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Federal Judge in Pensacola Declares Individual Mandate In PPACA Unconstitutional, Strikes Down Entire Act

Federal Judge in Pensacola Declares Individual Mandate In PPACA Unconstitutional, Strikes Down Entire Act

Today Judge Roger Vinson of the U.S. District Court for the Northern District of Florida – Pensacola Division agreed with Florida and twenty-five other states that the federal government cannot force its citizens to buy health insurance as it sought to do in the Patient Protection and Affordable Care Act as amended (“PPACA”).  After concluding the deficient individual mandate was not severable from the remainder of PPACA, Judge Vinson declared the entire act unconstitutional.  Today’s action sets up an immediate appeal to the United States Court of Appeals for the Eleventh Circuit and this issue most certainly will ultimately be decided by the U.S. Supreme Court.

The plaintiff States argued that Congress had no authority under the Commerce Clause of the U.S. Constitution to pass the “individual mandate” of PPACA — that in 2014 virtually everyone must purchase federally-approved health insurance or pay a monetary penalty.  In addition, the States argued that Congress’s expansion of the Medicaid program in PPACA to include additional persons in the program and make the states responsible for the provision of those health services violated both the Spending Clause of the Constitution and principles of federalism.

In its 78-page order, the Court first upheld the expansions of the Medicaid program in PPACA.  The States argued that because Medicaid is the single largest federal grant program to them, and because they and their needy residents have come to depend upon it, they must either accept the PPACA’s transformed Medicaid program, with its new costs and obligations or exit the program altogether, and lose the federal matching funds that are necessary and essential to provide health care coverage to their neediest citizens.  Under either choice, the States argue that their Medicaid systems would collapse, and those most needing health care will no longer have it through Medicaid.  The Court disagreed after noting that participation in the Medicaid program by the States was voluntary, thus belying the claim by the States that PPACA essentially coerced and commandeered the States through the inducement of Medicaid funds.

The individual mandate in PPACA, however, was declared unconstitutional, as was the rest of PPACA after the Court held that the individual mandate provision was not severable from the remainder of PPACA.  After reviewing the Supreme Court’s Commerce Clause precedent, Judge Vinson noted that Congress’s use of the Commerce Clause to force Americans to buy a good or service was called “novel” and “unprecedented” by the government itself (Congressional Budget Office and Congressional Research Service).  This attempt by Congress to regulate inactivity (failing to buy health insurance) is not permissible under the limited power of the Commerce Clause: “If [Congress] has the power to compel an otherwise passive individual into a commercial transaction with a third party merely by asserting — as was done in the Act — that compelling the actual transaction is itself “commercial and economic in nature, and substantially affects interstate commerce” . . . , it is not hyperbolizing to suggest that Congress could do almost anything it wanted.”  Similarly, the individual mandate could not pass muster under the Necessary and Proper Clause of the Constitution.  A law which Congress has no authority to enact can never be “proper.”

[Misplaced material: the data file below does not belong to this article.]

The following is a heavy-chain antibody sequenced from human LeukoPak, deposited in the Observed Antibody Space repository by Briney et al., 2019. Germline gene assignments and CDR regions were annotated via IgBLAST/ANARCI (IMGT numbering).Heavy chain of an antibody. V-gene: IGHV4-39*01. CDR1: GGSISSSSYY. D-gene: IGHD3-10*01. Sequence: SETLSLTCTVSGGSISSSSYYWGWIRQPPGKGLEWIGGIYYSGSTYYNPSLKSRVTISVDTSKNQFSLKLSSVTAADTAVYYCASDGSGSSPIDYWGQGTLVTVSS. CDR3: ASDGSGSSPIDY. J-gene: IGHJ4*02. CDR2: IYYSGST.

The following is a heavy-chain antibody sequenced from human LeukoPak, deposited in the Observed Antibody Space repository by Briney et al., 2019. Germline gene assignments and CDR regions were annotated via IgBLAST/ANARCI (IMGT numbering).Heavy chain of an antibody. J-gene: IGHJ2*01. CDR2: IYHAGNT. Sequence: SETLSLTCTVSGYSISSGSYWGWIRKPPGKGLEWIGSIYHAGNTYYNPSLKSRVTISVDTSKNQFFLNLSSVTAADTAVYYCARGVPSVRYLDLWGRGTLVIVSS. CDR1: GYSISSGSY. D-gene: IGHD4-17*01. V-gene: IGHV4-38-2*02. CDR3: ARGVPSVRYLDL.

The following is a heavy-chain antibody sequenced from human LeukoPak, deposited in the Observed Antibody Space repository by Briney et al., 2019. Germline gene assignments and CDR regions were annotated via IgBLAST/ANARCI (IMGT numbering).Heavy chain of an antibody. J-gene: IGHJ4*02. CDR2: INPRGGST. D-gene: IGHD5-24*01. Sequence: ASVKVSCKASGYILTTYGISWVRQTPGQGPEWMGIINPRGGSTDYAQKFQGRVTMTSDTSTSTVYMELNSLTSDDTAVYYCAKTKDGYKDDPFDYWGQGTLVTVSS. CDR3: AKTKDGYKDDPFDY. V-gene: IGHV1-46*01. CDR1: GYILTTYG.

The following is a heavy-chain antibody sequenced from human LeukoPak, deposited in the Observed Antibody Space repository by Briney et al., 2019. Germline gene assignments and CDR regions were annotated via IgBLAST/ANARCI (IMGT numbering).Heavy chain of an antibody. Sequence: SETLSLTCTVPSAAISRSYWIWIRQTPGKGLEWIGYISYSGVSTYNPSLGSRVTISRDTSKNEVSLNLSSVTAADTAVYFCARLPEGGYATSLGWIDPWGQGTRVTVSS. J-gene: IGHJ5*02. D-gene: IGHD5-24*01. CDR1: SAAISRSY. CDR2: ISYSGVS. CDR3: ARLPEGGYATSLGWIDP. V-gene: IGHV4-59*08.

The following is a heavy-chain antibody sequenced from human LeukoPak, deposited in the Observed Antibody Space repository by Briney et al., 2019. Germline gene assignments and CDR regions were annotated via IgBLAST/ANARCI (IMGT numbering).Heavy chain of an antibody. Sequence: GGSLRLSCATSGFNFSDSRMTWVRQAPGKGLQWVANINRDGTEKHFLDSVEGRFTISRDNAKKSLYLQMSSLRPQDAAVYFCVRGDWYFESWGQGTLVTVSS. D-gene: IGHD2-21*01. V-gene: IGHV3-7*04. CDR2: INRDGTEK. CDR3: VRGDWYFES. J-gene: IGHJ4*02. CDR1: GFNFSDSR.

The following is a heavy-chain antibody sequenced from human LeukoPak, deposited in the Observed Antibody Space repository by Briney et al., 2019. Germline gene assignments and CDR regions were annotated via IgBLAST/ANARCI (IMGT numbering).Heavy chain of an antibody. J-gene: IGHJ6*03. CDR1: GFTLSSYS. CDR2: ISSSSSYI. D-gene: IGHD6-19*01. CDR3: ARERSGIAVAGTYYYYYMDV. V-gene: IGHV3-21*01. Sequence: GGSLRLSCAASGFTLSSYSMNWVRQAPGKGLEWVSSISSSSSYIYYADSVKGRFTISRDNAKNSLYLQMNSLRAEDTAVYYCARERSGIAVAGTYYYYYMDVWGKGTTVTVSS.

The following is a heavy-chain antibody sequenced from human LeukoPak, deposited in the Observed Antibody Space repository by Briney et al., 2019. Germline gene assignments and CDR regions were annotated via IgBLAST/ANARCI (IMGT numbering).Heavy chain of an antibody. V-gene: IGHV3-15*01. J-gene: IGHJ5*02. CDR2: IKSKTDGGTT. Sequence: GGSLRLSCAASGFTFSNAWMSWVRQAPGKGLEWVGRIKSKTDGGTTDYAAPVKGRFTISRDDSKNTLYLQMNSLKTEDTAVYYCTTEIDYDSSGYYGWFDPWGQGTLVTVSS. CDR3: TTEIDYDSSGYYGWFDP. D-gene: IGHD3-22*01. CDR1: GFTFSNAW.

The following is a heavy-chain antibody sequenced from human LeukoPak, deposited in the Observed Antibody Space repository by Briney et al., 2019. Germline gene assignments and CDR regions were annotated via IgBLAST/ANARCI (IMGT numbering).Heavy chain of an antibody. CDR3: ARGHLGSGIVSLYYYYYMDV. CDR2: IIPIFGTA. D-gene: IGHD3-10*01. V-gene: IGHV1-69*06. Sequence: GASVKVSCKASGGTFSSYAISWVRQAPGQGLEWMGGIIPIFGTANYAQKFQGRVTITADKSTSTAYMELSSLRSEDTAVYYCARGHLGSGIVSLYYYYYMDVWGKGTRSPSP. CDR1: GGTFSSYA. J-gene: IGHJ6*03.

The Court then discussed whether the defective individual mandate could be severed from the remainder of PPACA.  It concluded it could not be so severed.  First, PPACA contains no severability clause — one was included in earlier drafts but later removed before passage — so there was no expressed intent by Congress to allow the rest of PPACA to remain in effect.  More importantly, however, the Court concluded that the individual mandate was essential to the goals of the remainder of the act: “the individual mandate is indisputably necessary to the Act’s insurance market reforms, which are, in turn, indisputably necessary to the purpose of the Act.”  The Court noted that it was not its role to recraft the legislation section by section: “The Act, like a defectively designed watch, needs to be redesigned and reconstructed by the watchmaker.”  Because the individual mandate was “inextricably bound together” with the other provisions, the whole statute must be declared unconstitutional.

For a copy of Judge Vinson’s Order or additional information, please contact me at